Christian Counselor Spokane
Stereotypical depictions of abandonment issues in women have appeared on the big screen for ages. Movies like Fatal Attraction, Single White Female, and Wedding Crashers turn female characters with a history of abandonment into manipulative, even dangerous protagonists.Perhaps it’s easier to think of abandonment issues in women in terms of fairytale villains, or “psychos,” but those tropes only draw us away from recovery from abandonment wounds. They also project a false narrative about women, distorting the fact that they are just like everybody else.
Contrary to popular notions, women with abandonment issues are not always obvious. For the most part, they seem like any other women. Hiding what lies underneath, they are often very busy, have seemingly full support systems, and enjoy successful careers. These women mask relational difficulties with claims that they are simply unlucky in love, confounding friends and coworkers in the process.
It’s difficult to understand how such confident and independent women can make the bad choices in romance that they do, or as commonly happens, begin to avoid dating all together.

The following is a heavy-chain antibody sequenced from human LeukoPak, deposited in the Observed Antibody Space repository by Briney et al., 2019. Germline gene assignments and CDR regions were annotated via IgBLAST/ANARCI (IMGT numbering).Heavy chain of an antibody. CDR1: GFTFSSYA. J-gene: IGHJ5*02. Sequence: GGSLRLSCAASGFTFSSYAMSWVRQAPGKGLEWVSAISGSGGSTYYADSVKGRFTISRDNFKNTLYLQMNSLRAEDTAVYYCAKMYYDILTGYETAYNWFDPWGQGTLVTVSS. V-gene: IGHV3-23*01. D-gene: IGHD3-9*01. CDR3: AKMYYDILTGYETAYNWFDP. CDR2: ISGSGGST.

Over time, one thing becomes clear to those who love women with abandonment issues: the inability to form a lasting, intimate, and reciprocal relationship, or the propensity to repeatedly fall into destructive or harmful ones have little, if anything, to do with bad fortune.
Make no mistake, abandonment wounds can shape behaviors, and though they usually don’t include boiling the family rabbit, they can indeed be embarrassing, self-defeating, even destructive. Women with abandonment issues live in fear of being exposed, as they often equate their problems with personal failure. Ongoing failure in relationships and the resulting confusion leads to feelings of powerlessness that causes a push-pull in relationships which keeps the cycle going.
Breaking the hold of rejection in childhood can be a deeply disturbing process of feeling and owning emotions that one might rather not. All too often, women who survived abandoning parents do not face them or let them linger for long.
Feelings, instead, get buried or compartmentalized in some hidden part of the mind, body or soul, still, such women seek the safety in numbing, running to a new, “unruined” love, or turning to distractions like work, even alcohol or substance addiction.
Two Faces of the Same Problem: Separation Anxiety and Fear of Attachment
Women with abandonment issues may scare potential partners, driving them away with needing too much closeness, but they may also keep viable partners at bay, not allowing them to get too close, feeling uncomfortable with the monotony of a healthy relationship, they may unwittingly sabotage connections, recreating their abandonment experience in one way or another, confirming their long-held biases. In short, there are qualities to long-term relationships that may trigger women with abandonment issues and cause them to run for the hills.
Here are a few: